Dexter is going to be pretty nice once the new plans are paved. First, look at the image above. For those who ride across the Fremont bridge to Dexter, you know this spot pretty well. Usually there are no cars from Nickerson turning right onto Dexter. But when there is one, you never know if they are going to yield or not. You want to believe they will, but every once in a while, someone just kinda blows through and you have to do your best to avoid it (or take the lane through the intersection).
But not after SDOT’s changes. Now, there will be a green lane crossing the entrance from Nickerson to Dexter, and cars will have to wait until all traffic has cleared before turning onto Dexter and going up the hill. The bike lane will turn into sharrows near the bus stop before turning back into a bike lane, so you will still have one bus conflict spot.
Basically, from then on, there is a bike lane. There is a buffered lane whenever there is no turn lane, and a 6′ lane for segments where there is one.
The only parts I am having trouble envisioning are the bus islands, probably because I’m not used to them. Here’s how it works. Whenever there is a bus stop, you have sidewalk, bike lane, then bus island. The buses will stop in the traffic lane to load passengers, allowing them to run more smoothly because they do not have to merge back into traffic after each stop and do not get caught leapfrogging a biker up the whole hill.
I’ve been tossing the plans around in my head for a few days now, and I think the changes will work well. On the uphills, there is absolutely no issue. But for the downhills, my first thought was, Oh man, if a biker is going down the hill at 25 mph as a bus unloads passengers, someone might get hit. But I think that is probably not true. After all, if a bus is stopped and people are moving around, I think bikers will slow down and be cautious.
Brian Dougherty, SDOT Outreach Coordinator for the project, said they are planning to paint a bike symbol in the lane next to the bus stops so that people are aware it is a bike lane. People have to look for cars every time they cross a street, and the bikes and people will behave accordingly. There is a crosswalk painted in the bike lane, so bikes will slow down, people will cross, and everything will be OK. We deal with much more complicated traffic situations all the time.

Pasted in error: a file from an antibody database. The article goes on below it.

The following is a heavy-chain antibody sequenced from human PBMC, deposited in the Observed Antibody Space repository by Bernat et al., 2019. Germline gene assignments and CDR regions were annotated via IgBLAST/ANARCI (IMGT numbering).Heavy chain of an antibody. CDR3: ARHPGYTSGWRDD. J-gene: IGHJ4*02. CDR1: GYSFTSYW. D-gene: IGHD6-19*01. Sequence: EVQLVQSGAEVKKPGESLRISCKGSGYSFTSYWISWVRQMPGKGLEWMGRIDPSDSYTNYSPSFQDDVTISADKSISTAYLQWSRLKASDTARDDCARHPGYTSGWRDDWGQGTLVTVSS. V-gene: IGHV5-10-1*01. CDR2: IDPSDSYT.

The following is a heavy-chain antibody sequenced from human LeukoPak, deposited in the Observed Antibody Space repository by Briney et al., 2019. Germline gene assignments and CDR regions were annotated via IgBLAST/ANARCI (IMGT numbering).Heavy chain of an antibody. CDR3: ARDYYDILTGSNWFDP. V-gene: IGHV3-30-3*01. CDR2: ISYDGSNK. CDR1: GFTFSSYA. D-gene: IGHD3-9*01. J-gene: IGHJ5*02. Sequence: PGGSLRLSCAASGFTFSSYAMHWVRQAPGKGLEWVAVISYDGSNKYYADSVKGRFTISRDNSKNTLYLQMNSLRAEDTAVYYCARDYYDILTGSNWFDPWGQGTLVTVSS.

The Cycle Track
To catch up anyone who missed this whole debate, the original proposal for Dexter had parking-separated cycle tracks in each direction. While I am not necessarily against cycle tracks, Dexter seemed a little dangerous to me and some other bikers. It has a big hill, so bikes would be going pretty fast, obscured from the view of moving motor vehicles by parked cars, past driveways, parking lot entrances and some streets.
Cycle track safety is largely dependent on how intersections are handled. One drastic (and very expensive) idea for mediating the danger is to have the cycle track at a raised level and painted a bright color so that cars actually have to drive up and over the track. This forces them to be aware of potential bikes. But this would be outrageously expensive, and I am not sure there is even enough car traffic on Dexter to warrant such a big effort to separate cars and bikes (however, let’s talk about a cycle track on Westlake…)
I think the buffered lanes offer the right balance of both actual and perceived safety. Bikes will have fewer battles with buses, and there will be fewer stopped cars and trucks completely blocking the bike lanes (hopefully). Meanwhile, bike will still maintain good visibility to turning motor vehicle traffic. And I think the painted buffers do a lot to make the space more inviting to new riders who may have been scared to use the beat-to-death, often obscured bike lanes that exist on the road today.
Download the Dexter plans (large PDF)